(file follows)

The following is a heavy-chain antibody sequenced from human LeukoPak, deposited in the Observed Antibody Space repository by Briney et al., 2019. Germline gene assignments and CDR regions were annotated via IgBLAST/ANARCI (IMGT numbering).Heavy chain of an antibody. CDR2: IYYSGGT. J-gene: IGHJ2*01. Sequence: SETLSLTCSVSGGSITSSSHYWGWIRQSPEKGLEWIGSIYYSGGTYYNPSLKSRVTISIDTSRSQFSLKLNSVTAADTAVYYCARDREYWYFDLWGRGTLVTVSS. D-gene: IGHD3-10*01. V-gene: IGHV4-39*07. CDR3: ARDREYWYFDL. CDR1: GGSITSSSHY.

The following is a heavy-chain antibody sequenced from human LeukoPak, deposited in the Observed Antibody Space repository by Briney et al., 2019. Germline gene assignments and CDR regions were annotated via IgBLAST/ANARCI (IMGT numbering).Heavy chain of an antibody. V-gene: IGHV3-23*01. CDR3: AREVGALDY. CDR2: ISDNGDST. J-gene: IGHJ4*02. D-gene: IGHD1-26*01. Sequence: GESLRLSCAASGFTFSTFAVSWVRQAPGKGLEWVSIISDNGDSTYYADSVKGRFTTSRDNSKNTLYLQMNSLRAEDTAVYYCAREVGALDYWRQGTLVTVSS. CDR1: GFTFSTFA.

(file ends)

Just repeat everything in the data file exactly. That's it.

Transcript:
The following is a heavy-chain antibody sequenced from human LeukoPak, deposited in the Observed Antibody Space repository by Briney et al., 2019. Germline gene assignments and CDR regions were annotated via IgBLAST/ANARCI (IMGT numbering).Heavy chain of an antibody. CDR2: IYYSGGT. J-gene: IGHJ2*01. Sequence: SETLSLTCSVSGGSITSSSHYWGWIRQSPEKGLEWIGSIYYSGGTYYNPSLKSRVTISIDTSRSQFSLKLNSVTAADTAVYYCARDREYWYFDLWGRGTLVTVSS. D-gene: IGHD3-10*01. V-gene: IGHV4-39*07. CDR3: ARDREYWYFDL. CDR1: GGSITSSSHY.

The following is a heavy-chain antibody sequenced from human LeukoPak, deposited in the Observed Antibody Space repository by Briney et al., 2019. Germline gene assignments and CDR regions were annotated via IgBLAST/ANARCI (IMGT numbering).Heavy chain of an antibody. V-gene: IGHV3-23*01. CDR3: AREVGALDY. CDR2: ISDNGDST. J-gene: IGHJ4*02. D-gene: IGHD1-26*01. Sequence: GESLRLSCAASGFTFSTFAVSWVRQAPGKGLEWVSIISDNGDSTYYADSVKGRFTTSRDNSKNTLYLQMNSLRAEDTAVYYCAREVGALDYWRQGTLVTVSS. CDR1: GFTFSTFA.